Deal Breakers in this Day and Age

by Tamar Caspi under Single Life

More statistics from the survey by Market Tools, Inc (who interviewed more than 5,000 singles over the age of 21) had to do with if singles are perceived as date-able when they are impacted by today’s economics. This being the “boomerang” generation (meaning many singles, couples, and families are moving back in with their parents after college, between jobs, or as they are starting new careers) means many 20 and 30-somethings refer to their parents as “roommates,” and may also have accrued debt along the way.

So, do these things still mean you’re date-able? Survey says… “Yes!” (with caveats of course).

  • 65% of singles would date someone with debt up to $5,000 — although less so with someone who has high student loan debts to pay off
  • 49% of singles would date someone who lived at home with their parents

Overall, singles want to date someone who has ambition. If you live at home and have some debt, but have a clear plan to get your life moving forward, then those things can be overlooked and accepted. If you’re in the process of buying your own home for instance, or if you moved home and have some debt at 32-years-old because you decided to pursue your dreams of going to culinary school after studying and working in another field, than that would be another good reason.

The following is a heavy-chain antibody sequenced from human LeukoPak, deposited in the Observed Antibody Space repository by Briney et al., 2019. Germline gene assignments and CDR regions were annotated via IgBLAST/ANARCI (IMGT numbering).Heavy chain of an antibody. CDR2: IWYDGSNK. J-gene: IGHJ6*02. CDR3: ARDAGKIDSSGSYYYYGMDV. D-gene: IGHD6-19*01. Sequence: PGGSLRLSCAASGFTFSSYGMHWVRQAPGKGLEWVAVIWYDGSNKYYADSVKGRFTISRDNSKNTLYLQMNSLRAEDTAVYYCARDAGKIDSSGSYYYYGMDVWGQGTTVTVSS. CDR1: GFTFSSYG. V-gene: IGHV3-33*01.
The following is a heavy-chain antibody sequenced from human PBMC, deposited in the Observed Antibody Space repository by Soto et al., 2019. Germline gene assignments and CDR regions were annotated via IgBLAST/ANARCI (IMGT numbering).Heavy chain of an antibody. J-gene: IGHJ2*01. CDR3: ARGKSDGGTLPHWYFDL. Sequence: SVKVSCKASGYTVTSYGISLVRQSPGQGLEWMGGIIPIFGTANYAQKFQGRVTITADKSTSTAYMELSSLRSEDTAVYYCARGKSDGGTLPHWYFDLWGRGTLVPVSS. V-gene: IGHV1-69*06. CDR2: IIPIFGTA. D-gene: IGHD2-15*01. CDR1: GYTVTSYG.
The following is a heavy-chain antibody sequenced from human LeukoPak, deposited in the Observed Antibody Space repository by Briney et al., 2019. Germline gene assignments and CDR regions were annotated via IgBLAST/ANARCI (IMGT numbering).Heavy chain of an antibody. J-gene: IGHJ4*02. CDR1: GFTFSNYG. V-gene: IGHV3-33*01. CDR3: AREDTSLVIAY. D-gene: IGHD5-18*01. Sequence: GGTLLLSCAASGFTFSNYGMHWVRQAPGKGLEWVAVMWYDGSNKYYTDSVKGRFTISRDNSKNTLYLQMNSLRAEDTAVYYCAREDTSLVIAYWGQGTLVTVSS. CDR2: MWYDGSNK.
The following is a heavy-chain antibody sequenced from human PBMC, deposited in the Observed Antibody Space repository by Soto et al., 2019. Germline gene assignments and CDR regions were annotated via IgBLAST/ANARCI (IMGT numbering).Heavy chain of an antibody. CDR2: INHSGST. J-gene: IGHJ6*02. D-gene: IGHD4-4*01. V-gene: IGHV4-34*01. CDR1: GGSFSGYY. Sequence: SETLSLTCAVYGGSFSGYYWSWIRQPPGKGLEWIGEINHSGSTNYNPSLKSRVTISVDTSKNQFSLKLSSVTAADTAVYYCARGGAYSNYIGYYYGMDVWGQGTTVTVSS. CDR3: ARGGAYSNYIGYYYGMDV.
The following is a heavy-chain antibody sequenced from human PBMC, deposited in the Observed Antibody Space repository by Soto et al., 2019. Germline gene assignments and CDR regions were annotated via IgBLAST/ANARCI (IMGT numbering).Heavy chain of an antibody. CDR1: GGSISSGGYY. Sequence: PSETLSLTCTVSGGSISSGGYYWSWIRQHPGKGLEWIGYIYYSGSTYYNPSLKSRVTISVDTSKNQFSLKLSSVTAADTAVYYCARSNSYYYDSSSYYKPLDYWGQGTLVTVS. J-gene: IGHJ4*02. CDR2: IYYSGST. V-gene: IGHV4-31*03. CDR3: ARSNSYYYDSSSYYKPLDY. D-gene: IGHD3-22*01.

Laziness and irresponsibility is not attractive.

Financially Fraught

by Tamar Caspi under Relationships

Dear Tamar,

I met a wonderful woman on JDate. We got along wonderfully at dinner, but something came up in conversation that really makes me think there could be a serious problem down the road. We are both nearing retirement and began discussing our ”Bucket List.” As it turns out, she, a widow, aside from having a successful career of her own, was married to a very wealthy man. This man left her a huge estate. Her “List” included the kinds of things one would expect to see on it: vacations, cruises, etc. As for me, I am a middle-management guy for a major company and am planning to retire on a pension, Social Security and a modest 401k. Get the picture? See the problem? There is no way I can afford to live in her world.

Again, we really hit it off, and I would like to pursue this relationship, but can this ever go anywhere? What’s your advice?

Dear Financially Fraught,

Don’t make any assumptions. Your date may have been trying to impress you or she may want to indulge you by taking you with her on these trips. The best thing to do would be to be honest — tell her basically what you told me: you feel a connection and want to see where the relationship can go but you’re concerned that your idea of retirement is not aligned with hers. Let her know that you want to enjoy retirement with a partner but don’t want to put pressure on either of you to not enjoy life the way you had expected. All in all, the person you spend that time with is what counts, not what you’re doing, so hopefully you’ll get the answer from her that you’re hoping for.

Show Me The Money

by Tamar Caspi under Relationships